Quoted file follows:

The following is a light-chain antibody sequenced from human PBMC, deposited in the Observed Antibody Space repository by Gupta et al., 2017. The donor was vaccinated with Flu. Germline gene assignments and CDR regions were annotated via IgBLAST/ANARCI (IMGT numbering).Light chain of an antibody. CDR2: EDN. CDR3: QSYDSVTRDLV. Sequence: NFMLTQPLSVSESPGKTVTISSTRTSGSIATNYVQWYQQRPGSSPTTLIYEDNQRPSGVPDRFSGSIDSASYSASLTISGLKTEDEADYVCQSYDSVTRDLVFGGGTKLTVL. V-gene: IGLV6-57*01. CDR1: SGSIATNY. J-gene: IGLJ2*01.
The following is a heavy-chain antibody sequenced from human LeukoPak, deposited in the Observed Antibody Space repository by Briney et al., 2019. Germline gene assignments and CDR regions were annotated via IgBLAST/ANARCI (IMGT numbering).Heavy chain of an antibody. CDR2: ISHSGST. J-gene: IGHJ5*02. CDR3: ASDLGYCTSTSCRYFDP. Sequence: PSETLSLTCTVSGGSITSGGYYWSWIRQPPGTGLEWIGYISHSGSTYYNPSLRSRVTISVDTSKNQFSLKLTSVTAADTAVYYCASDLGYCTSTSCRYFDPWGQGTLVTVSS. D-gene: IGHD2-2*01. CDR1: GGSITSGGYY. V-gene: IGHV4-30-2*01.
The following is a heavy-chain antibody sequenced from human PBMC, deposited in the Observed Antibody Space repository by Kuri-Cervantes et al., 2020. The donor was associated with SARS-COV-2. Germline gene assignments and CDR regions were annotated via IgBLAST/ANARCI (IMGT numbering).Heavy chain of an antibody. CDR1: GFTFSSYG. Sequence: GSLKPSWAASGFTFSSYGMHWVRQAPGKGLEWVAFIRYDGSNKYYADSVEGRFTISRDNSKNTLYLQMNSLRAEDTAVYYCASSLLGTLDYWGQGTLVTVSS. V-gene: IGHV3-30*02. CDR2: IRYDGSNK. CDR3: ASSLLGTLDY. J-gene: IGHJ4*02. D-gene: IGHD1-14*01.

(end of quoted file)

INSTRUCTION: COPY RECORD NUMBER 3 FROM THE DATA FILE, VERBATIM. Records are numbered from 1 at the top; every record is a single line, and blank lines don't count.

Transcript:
The following is a heavy-chain antibody sequenced from human PBMC, deposited in the Observed Antibody Space repository by Kuri-Cervantes et al., 2020. The donor was associated with SARS-COV-2. Germline gene assignments and CDR regions were annotated via IgBLAST/ANARCI (IMGT numbering).Heavy chain of an antibody. CDR1: GFTFSSYG. Sequence: GSLKPSWAASGFTFSSYGMHWVRQAPGKGLEWVAFIRYDGSNKYYADSVEGRFTISRDNSKNTLYLQMNSLRAEDTAVYYCASSLLGTLDYWGQGTLVTVSS. V-gene: IGHV3-30*02. CDR2: IRYDGSNK. CDR3: ASSLLGTLDY. J-gene: IGHJ4*02. D-gene: IGHD1-14*01.